Wilderling is committed to being open and transparent about our supply chain. We ask questions and continue to learn about where our fabrics come from, what impact our production has on the environment and the welfare of those who design and make our clothing. It is a continuous process, and we welcome your feedback as we embark on this journey.
We are proud to use natural fibres in all our designs, and work closely with trusted fabric wholesalers throughout New Zealand to source our fabrics. Synthetic fibres are only used when necessary, to ensure the integrity of a fabric. Currently we have no synthetic fibres in our Autumn | Winter 2022 collection.
As a trained textile scientist, our founder Victoria has the knowledge and understanding of the properties and characteristics of textiles. This is essential when researching and designing garments that are truly suitable for their intended purpose. Much care and time is taken during our development and testing stages, to ensure the fabrics we choose are of a high quality, and have the right performance properties for the end use.
"We want children to be able to move, play and not be restricted by their clothing. We also want them to be protected from the elements during all seasons and have fabrics close to their skin that allow for breathability so they do not overheat. Being able to be washed regularly is also a key consideration when designing baby and children's wear. And at our core, we always look for the highest quality in fabrics, ensuring they are durable and have the softest finish to be able to be worn time and time again." - Victoria
Why use natural fabrics?
As the skin on a human is one of the largest absorbers of substances into the body, it is important that everything that comes into physical contact with it, is non-toxic. Skin comes into contact with many agents both intentionally and unintentionally, so it is especially important for parents of young children to monitor and control this through access to the right information regarding what their child is clothed in, inhales and ingests.
We have always had a love affair with merino wool fabrics and it was the reason Wilderling was created back in 2016. There is just something about the fibre and its origins that speaks of heritage and a connection to the land. All our merino wool for our Foundation Ranges is certified ZQ Premium Merino Wool.
Where does Wool come from?
Wool comes from the fleece or hair of an animal called a sheep. Their fleeces are shorn (like a hair cut) seasonally and it is this fibre that is cleaned and spun/carded into the yarn used to knit/weave woollen fabrics.
What is Merino Wool?
Merino is the name given to a particular breed of sheep. The differences between merino sheep and other varieties are the signature long, fine wool that is produced resembling cashmere. Merino sheep are farmed throughout New Zealand, mostly in the high country stations of the South Island. They are an incredibly tough breed of sheep, able to withstand adverse weather conditions typical of the mountainous high country. Because of this, merino fibres are built for the extremes – breathable in summer and insulating in winter.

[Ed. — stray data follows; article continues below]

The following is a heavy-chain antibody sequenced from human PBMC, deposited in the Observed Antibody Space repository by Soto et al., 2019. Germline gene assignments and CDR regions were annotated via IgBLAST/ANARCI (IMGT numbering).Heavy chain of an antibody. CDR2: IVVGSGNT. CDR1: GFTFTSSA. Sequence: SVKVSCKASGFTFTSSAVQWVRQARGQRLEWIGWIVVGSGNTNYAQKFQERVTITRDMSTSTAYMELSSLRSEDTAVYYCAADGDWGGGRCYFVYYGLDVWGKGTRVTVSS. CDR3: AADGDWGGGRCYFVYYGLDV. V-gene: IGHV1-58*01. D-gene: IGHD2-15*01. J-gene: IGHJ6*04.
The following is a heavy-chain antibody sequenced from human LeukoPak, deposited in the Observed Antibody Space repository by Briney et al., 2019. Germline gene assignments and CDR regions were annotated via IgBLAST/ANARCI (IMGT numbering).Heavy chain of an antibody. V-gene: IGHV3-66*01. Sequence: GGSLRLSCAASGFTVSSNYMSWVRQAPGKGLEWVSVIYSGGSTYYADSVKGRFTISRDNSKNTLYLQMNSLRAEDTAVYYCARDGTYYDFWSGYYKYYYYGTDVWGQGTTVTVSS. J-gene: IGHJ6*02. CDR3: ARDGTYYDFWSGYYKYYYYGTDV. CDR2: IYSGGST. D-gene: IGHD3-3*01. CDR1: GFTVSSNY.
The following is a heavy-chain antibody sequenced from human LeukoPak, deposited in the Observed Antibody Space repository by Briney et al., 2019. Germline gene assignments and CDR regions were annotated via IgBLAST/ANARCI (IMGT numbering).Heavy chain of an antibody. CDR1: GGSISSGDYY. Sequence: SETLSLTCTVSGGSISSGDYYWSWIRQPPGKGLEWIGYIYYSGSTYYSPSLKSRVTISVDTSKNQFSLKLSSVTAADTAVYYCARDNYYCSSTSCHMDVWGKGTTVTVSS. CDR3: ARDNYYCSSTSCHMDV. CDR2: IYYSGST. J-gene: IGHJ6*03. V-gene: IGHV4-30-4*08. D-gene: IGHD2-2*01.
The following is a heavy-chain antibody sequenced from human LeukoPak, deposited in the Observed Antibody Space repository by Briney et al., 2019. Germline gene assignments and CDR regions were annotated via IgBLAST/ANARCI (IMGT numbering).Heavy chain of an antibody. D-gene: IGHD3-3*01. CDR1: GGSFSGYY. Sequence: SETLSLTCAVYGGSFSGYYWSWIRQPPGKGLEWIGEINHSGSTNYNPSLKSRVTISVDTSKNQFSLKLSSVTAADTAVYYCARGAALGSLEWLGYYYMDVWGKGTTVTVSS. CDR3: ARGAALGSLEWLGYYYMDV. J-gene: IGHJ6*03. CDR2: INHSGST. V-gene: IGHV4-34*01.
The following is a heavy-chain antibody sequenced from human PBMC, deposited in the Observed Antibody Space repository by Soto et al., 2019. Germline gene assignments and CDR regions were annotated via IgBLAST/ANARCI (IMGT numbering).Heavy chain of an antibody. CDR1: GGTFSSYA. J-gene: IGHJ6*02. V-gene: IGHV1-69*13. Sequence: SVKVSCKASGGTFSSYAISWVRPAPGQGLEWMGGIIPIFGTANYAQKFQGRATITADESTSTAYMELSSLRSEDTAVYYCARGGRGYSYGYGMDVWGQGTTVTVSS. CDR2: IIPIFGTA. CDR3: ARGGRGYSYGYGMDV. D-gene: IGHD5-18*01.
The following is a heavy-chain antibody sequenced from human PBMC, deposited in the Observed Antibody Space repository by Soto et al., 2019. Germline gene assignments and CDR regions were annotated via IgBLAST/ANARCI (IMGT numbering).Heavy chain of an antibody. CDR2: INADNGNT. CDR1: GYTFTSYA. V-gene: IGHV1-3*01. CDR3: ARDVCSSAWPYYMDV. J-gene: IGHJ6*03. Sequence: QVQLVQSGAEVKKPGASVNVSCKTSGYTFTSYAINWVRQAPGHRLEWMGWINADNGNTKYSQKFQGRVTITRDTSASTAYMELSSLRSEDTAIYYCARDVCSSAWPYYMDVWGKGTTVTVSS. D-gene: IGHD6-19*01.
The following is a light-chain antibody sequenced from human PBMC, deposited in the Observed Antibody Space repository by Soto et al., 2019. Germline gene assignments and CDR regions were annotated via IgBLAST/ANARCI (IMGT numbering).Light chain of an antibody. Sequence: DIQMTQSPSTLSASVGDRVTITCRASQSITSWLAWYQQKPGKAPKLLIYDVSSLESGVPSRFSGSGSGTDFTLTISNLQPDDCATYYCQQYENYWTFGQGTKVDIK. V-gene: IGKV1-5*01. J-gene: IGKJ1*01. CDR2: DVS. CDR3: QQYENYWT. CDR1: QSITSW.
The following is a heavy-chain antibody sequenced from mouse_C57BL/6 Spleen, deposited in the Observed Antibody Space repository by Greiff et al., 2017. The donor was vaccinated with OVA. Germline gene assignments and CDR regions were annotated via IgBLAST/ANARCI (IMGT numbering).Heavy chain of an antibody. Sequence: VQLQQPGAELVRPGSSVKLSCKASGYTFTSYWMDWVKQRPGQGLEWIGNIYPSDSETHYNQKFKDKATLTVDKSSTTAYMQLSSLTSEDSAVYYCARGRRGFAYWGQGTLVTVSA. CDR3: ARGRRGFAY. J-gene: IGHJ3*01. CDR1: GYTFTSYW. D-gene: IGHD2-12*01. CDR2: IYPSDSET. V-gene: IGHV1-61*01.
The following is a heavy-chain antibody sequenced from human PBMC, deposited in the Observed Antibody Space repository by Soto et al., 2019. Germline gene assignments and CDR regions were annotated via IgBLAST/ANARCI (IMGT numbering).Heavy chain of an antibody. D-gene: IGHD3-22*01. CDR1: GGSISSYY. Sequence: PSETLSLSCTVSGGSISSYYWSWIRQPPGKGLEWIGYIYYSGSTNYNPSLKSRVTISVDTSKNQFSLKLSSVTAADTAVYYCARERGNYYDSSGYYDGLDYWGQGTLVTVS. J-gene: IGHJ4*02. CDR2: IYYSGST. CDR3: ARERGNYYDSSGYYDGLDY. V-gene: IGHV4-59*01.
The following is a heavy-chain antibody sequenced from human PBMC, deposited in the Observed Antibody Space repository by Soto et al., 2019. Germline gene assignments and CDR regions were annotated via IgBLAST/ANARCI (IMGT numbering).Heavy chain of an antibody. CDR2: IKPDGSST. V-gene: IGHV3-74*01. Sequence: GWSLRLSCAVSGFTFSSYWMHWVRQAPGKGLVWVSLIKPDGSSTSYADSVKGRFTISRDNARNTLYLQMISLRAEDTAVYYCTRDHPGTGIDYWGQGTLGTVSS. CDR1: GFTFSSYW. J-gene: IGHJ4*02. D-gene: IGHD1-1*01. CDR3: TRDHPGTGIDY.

The Merino Wool We Use: ZQ Certified
"Sustainable. Ethical and Traceable. The world's leading wool brand."
Our sheep are part of a wool certification that believes in the welfare of the animals and a better quality of life. The standard is called ZQ Merino Fibre and all our merino we use at Wilderling is certified by this standard. We believe in putting our best foot forward in making a difference in the textile industry, and therefore stand by this wool certification which gives us peace of mind that the animals, whose beautiful fleece we use to create our clothing, are well looked after and live a life free from stress, harm and disease.
It also means our merino wool fabric is consistent in fibre quality, traceable to the farm of origin, meets environmental sustainability targets and adheres to strict animal welfare and social responsibilities for the farmers.
To find out more about ZQ Merino fabric, please jump on their website: Discover ZQ
Shop our Merino Foundation Range here.
To find out more about the RWS certification, please go to their website here: Responsible Wool Standard
How does knitwear differ from regular merino garments?
Knitwear at Wilderling has been created on a flat bed knitting machine. It uses merino yarn, fed into the machine and moved across the surface to create knitted together loops. Our Heirloom blankets have been created this way and as such come out fully fashioned and have almost zero waste.
Shop our Heirloom Blanket here.
We use cotton fibres in our capsule collection, often cotton is blended with other natural fibres such as bamboo and linen to add durability and softness.
Where does cotton come from?
Cotton is a soft, fluffy cellulose fibre that grows in a boll around the seeds of cotton plants. Cotton is one of the oldest fibres to be cultivated for textile products, dating back to around 5000 B.C. It is currently the most widely used natural fibre in the world. Such wide uses can be attributed to the fibres soft handle, good absorbency, colour retention and strength. It is also machine washable, easy care and like Bamboo, has good moisture wicking properties to keep skin dry.